Letters to the Editor: My widowed mother was a victim of anti-Asian hate. This is how you can help

A woman holds signs. One reads, "End white supremacy now!"
People demonstrate against the rise in hate-motivated violence against Asian Americans at an event in Alhambra on March 21.
(Los Angeles Times)

To the editor: Last month, the Los Angeles Times published an article about the racist letter my mother received shortly after my father’s funeral. Since then, I have been asked to speak at a number of rallies. This is my message.

From the lynchings in Chinatown in the 1871, to the internment of Japanese Americans during World War II, to the beating and death of Vincent Chin in 1982, to the murder of six Asian American women at their places of work weeks ago, Asian American and Pacific Islander hate crimes have been committed in this country for far too long.

On the day of my father’s funeral, a neighbor of my mother sat down to write her a letter that celebrated my dad’s death and threatened her, telling her to “pack your bags and go back to your country.” Every Asian person I know has heard this taunt.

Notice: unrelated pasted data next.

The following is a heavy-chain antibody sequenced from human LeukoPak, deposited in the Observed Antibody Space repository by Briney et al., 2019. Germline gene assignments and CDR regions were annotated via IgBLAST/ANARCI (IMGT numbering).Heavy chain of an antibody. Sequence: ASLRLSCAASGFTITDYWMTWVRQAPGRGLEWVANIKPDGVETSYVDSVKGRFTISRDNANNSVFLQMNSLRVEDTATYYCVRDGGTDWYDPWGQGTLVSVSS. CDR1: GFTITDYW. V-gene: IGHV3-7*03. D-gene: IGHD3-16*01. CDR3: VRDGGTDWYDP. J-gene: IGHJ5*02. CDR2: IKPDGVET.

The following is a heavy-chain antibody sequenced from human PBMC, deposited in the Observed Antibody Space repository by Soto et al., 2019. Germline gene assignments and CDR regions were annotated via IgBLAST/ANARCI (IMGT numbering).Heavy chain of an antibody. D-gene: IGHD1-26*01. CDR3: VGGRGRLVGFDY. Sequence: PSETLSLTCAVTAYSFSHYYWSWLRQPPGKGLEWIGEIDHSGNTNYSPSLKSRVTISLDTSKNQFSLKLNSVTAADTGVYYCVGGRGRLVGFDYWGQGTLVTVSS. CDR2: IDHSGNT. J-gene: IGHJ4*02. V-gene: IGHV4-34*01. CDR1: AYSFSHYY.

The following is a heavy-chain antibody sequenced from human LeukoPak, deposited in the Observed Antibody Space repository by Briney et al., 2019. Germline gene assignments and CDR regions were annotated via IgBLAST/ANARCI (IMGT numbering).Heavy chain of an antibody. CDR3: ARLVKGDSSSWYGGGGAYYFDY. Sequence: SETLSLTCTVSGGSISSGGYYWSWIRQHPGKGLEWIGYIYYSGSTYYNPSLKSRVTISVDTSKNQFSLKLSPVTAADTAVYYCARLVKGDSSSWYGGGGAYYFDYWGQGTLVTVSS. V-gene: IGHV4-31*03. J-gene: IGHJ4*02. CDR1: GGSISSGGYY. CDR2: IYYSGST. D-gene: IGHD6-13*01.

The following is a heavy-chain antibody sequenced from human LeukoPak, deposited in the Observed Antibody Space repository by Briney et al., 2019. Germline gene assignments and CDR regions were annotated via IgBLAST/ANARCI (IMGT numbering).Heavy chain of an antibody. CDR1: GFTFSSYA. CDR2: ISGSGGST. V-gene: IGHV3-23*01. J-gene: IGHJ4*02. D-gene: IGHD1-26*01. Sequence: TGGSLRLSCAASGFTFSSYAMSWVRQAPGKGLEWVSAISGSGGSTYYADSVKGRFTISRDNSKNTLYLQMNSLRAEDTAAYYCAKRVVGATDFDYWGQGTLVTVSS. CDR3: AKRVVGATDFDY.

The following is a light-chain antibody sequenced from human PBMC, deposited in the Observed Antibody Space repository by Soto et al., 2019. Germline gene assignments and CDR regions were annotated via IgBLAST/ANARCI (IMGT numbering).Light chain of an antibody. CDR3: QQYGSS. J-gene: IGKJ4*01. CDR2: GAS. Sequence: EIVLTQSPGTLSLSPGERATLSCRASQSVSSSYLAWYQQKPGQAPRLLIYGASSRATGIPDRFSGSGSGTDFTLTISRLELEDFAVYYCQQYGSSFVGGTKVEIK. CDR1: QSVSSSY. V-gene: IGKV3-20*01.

For almost 200 years, we have built the railroads, worked in the sugarcane fields and labored on the farms of this country. We have paid taxes, built businesses, served in the military and voted (but only since 1952, when we were finally granted this right).

This is our country. We are Americans.

Since my family came forward to share this painful incident, so many people have asked us, “What can we do to help you?”

You can come out in condemning AAPI discrimination and intolerance — the jokes, the slurs, the threats and the violence.

You can support funding for community initiatives that encourage Asian Americans to report hate crimes and programs that offer information in multiple languages, as well as translators and counseling.

You can frequent your neighborhood Asian-owned stores. So many immigrants came to this country for the American dream, and that meant putting their life savings into a small business that they work at for 12 to 16 hours each day, just as my parents did.

Finally, you can and must stand with your Black, Latino, LGBTQ and other oppressed neighbors — because when any of us has our right to live freely and safely threatened, the entire foundation of this country is shaken.


Claudia Choi, Los Angeles